16 16 Buckthorn (Common and Glossy)

17 17 Buckthorn (Common and European)  Prefers woodland edges.  Gets up to 20’ tall.  European (glossy), prefers wetter areas.  Any texture soils; slightly acidic to alkaline.  Fruit spread by animals and water.  Leafs out in late April, retains until late October. Flowers late May – June.

18 18 Buckthorn Control  Biological: No known methods.  Mechanical: –Cutting/Mowing: Basically just knocks it back. –Girdling: 3cm wide cut into phloem layer at base of tree works. No resprouts! –Pulling/Grubbing: shallow-rooted, may re- sprout, do follow-up chemical treatment. –Burning: lack of burnable material below heavy infestations limit use. If possible, burns in late April reduce vigor of buckthorn. May encourage resprouting/reseeding.

19 19 Buckthorn Control (cont.)  Chemical: –Glyphosate:  50% solution on fresh-cut stumps in fall or winter  3% solution foliar spray in May (after leaf- out). –2,4-D ester w/diesel fuel: lower basal-bark application done first half of growing season works well.

20 20 Autumn and Russian Olive

21 21 Autumn and Russian Olive  Simple, Elliptical, Entire margins, Alternate leaf arrangement.  Fixes nitrogen – can grow on infertile sites.  Tolerates light shade  Breaks dormancy early April in N. IL.  Seeds spread by birds – can produce seed within 3-5 years. Seeds can remain viable for 3 years.

22 22 Autumn and Russian Olive Control  Biological: None known  Mechanical: Not very effective – Autumn and Russian olive resprout readily after cutting (without chemical spray on stump) or burning. Even small plants are difficult to pull out of the ground.

23 23 Autumn and Russian Olive Control (cont.)  Chemical: –Glyphosate applied on fresh cut stumps or girdles, especially late August - September. –Garlon basal-applied with diesel oil.

24 24 Multiflora Rose

25 25 Multiflora Rose  Alternate leaf arrangement  Compound leaves, odd pinnate  Serrated margins  Prominent stipules  Thorns on stems

26 26 Multiflora Rose Control  Mechanical Control: –pulling, grubbing- completely removing roots- ok for light infestations. –Prescribed burning will hinder invasion and control spread. –Mowing, 3-6 cuttings/ growing season for 2-4 years. Cutting preferred over mowing in high quality communities.  Chemical Control –Cutting and painting or spraying herbicide on stems –Glyphosate 10-20% or Triclopyr (Garlon 3A) –Kills the roots and Prevents re-sprouts –Fall through winter most effective –Avoid Triclopyr if rain is within 1-4 days

27 27 Other IL Woodland Invasives:  Kudzu  Oriental (Round-leafed) Bittersweet  Reed Canarygrass  Japanese Barberry  European Privet  Climbing Euonymus  Burning Bush See for life histories and control methods.

28 28 Cost – Share Programs for Invasive Species Control  USDA-NRCS Programs: –EQIP –WHIP  IDNR Programs: –Forestry Development Act –Conservation Stewardship Program –Acres for Wildlife –LIP

29 29 EQIP and WHIP, Fiscal year 2008 (2002 Farm Bill Rules)  EQIP Forest Management Implementation: –Forest Stand Improvement Practice  Crop Tree Release, thinning $50.89/acre  Invasive Species – herbaceous $93.75/acre –Herbaceous invasive infestation >50%  Invasive Species – woody $187.50/acre –Woody invasive infestation > 50% –Prescribed Burning Practice  Conducting the burn, $25.00/acre  WHIP General Rates same as EQIP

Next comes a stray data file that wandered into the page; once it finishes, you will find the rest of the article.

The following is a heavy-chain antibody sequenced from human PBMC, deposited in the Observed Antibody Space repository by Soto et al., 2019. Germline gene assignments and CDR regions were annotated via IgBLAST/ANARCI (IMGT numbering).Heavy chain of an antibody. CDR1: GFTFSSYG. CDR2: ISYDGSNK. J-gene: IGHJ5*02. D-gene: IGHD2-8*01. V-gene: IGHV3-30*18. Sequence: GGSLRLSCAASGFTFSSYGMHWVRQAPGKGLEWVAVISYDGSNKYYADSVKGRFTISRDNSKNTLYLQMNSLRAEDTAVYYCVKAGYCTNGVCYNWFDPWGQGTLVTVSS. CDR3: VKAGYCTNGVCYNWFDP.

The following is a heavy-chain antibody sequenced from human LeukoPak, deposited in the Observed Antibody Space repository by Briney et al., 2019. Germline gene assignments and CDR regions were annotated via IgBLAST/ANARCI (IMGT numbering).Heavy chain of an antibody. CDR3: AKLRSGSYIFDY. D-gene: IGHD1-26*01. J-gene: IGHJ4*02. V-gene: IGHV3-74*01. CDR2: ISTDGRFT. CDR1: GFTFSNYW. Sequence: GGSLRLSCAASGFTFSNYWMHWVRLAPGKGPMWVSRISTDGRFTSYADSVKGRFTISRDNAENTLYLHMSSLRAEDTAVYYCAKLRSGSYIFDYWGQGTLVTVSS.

30 EQIP and WHIP (cont.)  WHIP Essential Habitat rates (must benefit Endangered or Threatened Species) –Forest Stand Improvement practice:  Crop tree release, thinning $67.85/acre  Invasive species – herbaceous $125.00/acre –Herbaceous invasive infestation >50%  Invasive species – woody $250.00/acre –Woody invasive infestation > 50% –Prescribed Burn practice  Conducting a prescribed burn $25/acre (same as EQIP).

31 31 Forest, Woodland, Savanna

32 32 Invasive Species Control in Savannas  643-Restoration and Management of Declining Habitats –Light infestation: vegetation or heavy residues which will cause some difficulty in normal planting. –Medium infestation: 60% or more of an area in herbaceous plants, or up to 40% of an area in light woody inv. Cover, stems 2” or less in diameter. –Heavy infestation: >40% of an area occupied by woody inv. Veg. 2” in diameter at ground line. –Very heavy infestation: >40% of an area occupied by woody invasive vegetation > 2” in dia. at ground line.

33 33 Remnant Savanna Restoration Scenario

34 34 EcoCATs/E&T Reviews  Need to do these for EQIP and WHIP practices, including Forest Stand Improvements and Prescribed Burns.  Even if nothing shows up on the EcoCAT, we have to complete an E&T Review for Indiana bats, because they can show up anywhere in IL woodlands.  Helps us to avoid harming Indiana bats or any other species that show up on the EcoCAT report.

35 35 IDNR Programs  FDA – Forestry Development Act –Focus of the FDA is timber production –Requires 300 stems per acre  CSP - Conservation Stewardship Program –For non forest lands  Wetlands  Prairies  savannas

36 36 “Mad” Biologist ripping out an invasive species with her bare hands!